DPC are driven by either: (i) Programme implementation and implementation support activities  - costs incurred by UNDP to support project implementation by Operations Units, including services related to finance, procurement, human resources, administration, issuance of contracts, security, travel, assets, general services and information and communications technology; or (ii) Development effectiveness – activities and costs that support programme quality, coherence and alignment and relate to results in country and at regional levels. These are activities of a policy advisory, technical and implementation nature essential to deliver development results. In UNDP Country Offices (COs), these are the costs associated with Programme Units and Programme Support Units.         

Direct project costs shall be identified during the project initiation phase. All anticipated programmatic and operational inputs, including development effectiveness activities and implementation support arrangements, need to be identified, estimated, and fully costed during the preparation of the project budget and annual work plan. DPC costs are to be calculated based on the actual costs required to provide implementation project support.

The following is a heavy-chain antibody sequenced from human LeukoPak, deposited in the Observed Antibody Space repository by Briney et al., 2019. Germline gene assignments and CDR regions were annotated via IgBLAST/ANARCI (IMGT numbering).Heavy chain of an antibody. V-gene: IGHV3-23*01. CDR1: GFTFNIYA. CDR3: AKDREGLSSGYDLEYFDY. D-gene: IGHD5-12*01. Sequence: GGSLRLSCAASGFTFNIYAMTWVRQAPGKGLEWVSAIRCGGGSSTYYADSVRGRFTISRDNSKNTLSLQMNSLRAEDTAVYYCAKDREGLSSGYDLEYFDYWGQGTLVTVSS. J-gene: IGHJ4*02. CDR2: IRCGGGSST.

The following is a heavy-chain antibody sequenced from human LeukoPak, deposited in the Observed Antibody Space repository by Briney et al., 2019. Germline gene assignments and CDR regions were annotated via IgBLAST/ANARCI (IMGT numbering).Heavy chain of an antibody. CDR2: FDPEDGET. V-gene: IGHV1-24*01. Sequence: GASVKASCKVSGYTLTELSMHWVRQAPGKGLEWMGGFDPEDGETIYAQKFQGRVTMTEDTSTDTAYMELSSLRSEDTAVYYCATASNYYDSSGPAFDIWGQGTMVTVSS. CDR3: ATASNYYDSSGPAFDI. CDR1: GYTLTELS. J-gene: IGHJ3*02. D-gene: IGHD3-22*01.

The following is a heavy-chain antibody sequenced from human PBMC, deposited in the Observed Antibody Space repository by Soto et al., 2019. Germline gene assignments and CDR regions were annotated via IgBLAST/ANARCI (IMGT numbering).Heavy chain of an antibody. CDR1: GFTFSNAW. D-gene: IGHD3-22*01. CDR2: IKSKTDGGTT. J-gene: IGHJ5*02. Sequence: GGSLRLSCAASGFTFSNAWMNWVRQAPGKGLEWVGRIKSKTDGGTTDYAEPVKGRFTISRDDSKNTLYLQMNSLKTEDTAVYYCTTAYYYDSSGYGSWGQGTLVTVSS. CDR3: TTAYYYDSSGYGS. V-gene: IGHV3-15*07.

There are three options for implementing DPC:

  • Application of the CO workload study results, combined with multiple funding lines for post.
  • Application of the Universal Price Lists (UPL) or Local Price List (LPL) for transactional costs recovery.
  • Creation and management of a stand-alone DPC project.

Refer to POPP - Resource Planning and Cost Recovery for detailed guidance on DPC policy and procedures.

Audit costs

UNDP and the Global Fund have agreed to charge a lump sum of $85,000 at the beginning of each year to the budget of the relevant Global Fund grants undergoing an audit by UNDP’s Office of Audit and Investigations (OAI). This amount represents a cap per country per year. If more than one grant is audited for a given year in the same country, the amount is prorated across the grants to be audited.

Procedures are as follows: